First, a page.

In relation to this, the council made reference to the PDFs marked Q4 Records, but as far as IrishCycle.com can tell, none of these records includes assessments of how the design elements will impact on users of the cycle path.

Asked for any assessments of the effectiveness of any measures planned, ie in-ground LEDs lights, rumble strips, traffic lights across two-metre or narrow cycle tracks etc, and Dublin City Council said: “A length of LED lighting was installed parallel to a stop line at Blackhall Place and found to be effective.” No reference was made to the effectiveness of rumble strips or traffic lights.

Meanwhile, the council’s contractors have started to place planting, including child-height bushes just ahead of the crossings, obstructing the view of the crossing. See the embedded tweet below.

Draft drawings from June 2022 and November 2022

The images below, the first released under FOI and the second shown to councillors shows, two signalised traffic lights crossings to be put in place at each bus stop along the Clontarf to City Centre project:

Recent images of a bus stop along the Clontarf route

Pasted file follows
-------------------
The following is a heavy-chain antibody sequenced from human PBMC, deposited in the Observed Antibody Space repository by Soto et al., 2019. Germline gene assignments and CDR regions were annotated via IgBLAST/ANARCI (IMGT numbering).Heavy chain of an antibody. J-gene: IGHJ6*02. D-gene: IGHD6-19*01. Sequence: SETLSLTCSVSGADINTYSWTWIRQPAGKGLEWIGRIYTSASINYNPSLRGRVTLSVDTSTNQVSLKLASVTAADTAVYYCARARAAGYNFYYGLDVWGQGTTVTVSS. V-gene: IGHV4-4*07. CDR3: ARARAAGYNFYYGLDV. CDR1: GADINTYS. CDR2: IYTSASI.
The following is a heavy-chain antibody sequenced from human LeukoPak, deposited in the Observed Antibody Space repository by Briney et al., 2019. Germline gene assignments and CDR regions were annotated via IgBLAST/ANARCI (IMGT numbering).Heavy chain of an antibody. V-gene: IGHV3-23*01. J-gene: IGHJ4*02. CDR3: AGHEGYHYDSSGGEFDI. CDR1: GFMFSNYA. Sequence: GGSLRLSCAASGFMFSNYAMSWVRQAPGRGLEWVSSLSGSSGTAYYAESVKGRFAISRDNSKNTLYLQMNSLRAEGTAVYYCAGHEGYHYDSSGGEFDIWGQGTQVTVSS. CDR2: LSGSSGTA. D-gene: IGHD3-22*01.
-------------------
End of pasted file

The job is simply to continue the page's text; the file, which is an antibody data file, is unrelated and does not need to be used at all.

The cycle path surface is unfinished and the traffic signal poles are yet to be installed:

Same location after planting obscured crossing location:

ALSO READ: Liffey Valley BusConnects project is wake-up call for better design for walking and cycling

Clarification: The article originally said a response to the FOI request this week, it should have said last late week and this has been corrected.

3 comments

  1. If this bicycle control medley at bus stops was a good idea, the Dutch would have been doing it decades ago. Whatever happened to the National Cycle Manual design concept of conferring advantage on the bicycle: “Designing in such a way that cyclists have priority or advantage over other modes,e.g. in terms of more direct routes, reduced delay, lanes approaching signals …”? So basically as a cyclists I am penalised by using the cycle track: I have to go up and down annoying ramps, swerve around road studs, hope I dont suffer a front wheel slip on the zebra marking and stop at a pointless red light potentially twice over a short distance. All of a sudden the footpath starts to look more attractive or even that nice smooth straight stretch of blacktop that car drivers get to enjoy and so we have a failed design… but at least the mobility-impaired lobbyists will be kept happy and that’s all that matters, right?

    Reply
  2. @Cian you’ve mentioned this before – but why does the cycle path narrow when you are just about to approach people on an island? I have panniers, can imagine a kid running out, no room to manouevre or brake properly, then I’m swerving, falling, and colliding with either pavement or person. Stupid.

    Reply

Leave a Reply

This site uses Akismet to reduce spam. Learn how your comment data is processed.